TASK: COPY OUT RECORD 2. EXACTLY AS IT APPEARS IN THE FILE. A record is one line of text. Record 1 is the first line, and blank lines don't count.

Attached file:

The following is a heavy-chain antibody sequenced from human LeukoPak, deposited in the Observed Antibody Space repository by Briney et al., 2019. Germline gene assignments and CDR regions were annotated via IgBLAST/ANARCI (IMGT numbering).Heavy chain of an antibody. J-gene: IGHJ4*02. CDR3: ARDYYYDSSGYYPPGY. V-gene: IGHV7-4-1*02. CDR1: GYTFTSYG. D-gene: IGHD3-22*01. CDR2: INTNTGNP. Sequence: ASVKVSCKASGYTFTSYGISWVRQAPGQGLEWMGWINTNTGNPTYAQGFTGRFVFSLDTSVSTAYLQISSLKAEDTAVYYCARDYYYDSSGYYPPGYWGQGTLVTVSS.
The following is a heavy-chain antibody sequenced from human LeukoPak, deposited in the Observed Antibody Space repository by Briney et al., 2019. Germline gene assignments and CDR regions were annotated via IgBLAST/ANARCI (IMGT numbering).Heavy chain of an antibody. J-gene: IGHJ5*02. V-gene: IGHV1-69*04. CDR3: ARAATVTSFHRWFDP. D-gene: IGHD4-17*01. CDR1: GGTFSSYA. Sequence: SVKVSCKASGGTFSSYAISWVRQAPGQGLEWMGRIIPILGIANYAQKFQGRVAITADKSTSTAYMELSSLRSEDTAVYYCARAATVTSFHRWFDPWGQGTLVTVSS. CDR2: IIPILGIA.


The following is a heavy-chain antibody sequenced from human LeukoPak, deposited in the Observed Antibody Space repository by Briney et al., 2019. Germline gene assignments and CDR regions were annotated via IgBLAST/ANARCI (IMGT numbering).Heavy chain of an antibody. J-gene: IGHJ5*02. V-gene: IGHV1-69*04. CDR3: ARAATVTSFHRWFDP. D-gene: IGHD4-17*01. CDR1: GGTFSSYA. Sequence: SVKVSCKASGGTFSSYAISWVRQAPGQGLEWMGRIIPILGIANYAQKFQGRVAITADKSTSTAYMELSSLRSEDTAVYYCARAATVTSFHRWFDPWGQGTLVTVSS. CDR2: IIPILGIA.